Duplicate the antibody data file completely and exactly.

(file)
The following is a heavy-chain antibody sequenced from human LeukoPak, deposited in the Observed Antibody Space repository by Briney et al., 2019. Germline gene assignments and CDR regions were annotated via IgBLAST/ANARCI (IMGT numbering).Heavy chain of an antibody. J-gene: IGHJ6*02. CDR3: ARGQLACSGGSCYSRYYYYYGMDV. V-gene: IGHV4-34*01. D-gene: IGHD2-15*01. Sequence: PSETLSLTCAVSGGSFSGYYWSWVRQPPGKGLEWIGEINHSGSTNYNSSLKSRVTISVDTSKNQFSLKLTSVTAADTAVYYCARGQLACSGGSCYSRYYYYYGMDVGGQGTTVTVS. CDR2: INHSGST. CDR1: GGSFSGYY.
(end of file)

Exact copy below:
The following is a heavy-chain antibody sequenced from human LeukoPak, deposited in the Observed Antibody Space repository by Briney et al., 2019. Germline gene assignments and CDR regions were annotated via IgBLAST/ANARCI (IMGT numbering).Heavy chain of an antibody. J-gene: IGHJ6*02. CDR3: ARGQLACSGGSCYSRYYYYYGMDV. V-gene: IGHV4-34*01. D-gene: IGHD2-15*01. Sequence: PSETLSLTCAVSGGSFSGYYWSWVRQPPGKGLEWIGEINHSGSTNYNSSLKSRVTISVDTSKNQFSLKLTSVTAADTAVYYCARGQLACSGGSCYSRYYYYYGMDVGGQGTTVTVS. CDR2: INHSGST. CDR1: GGSFSGYY.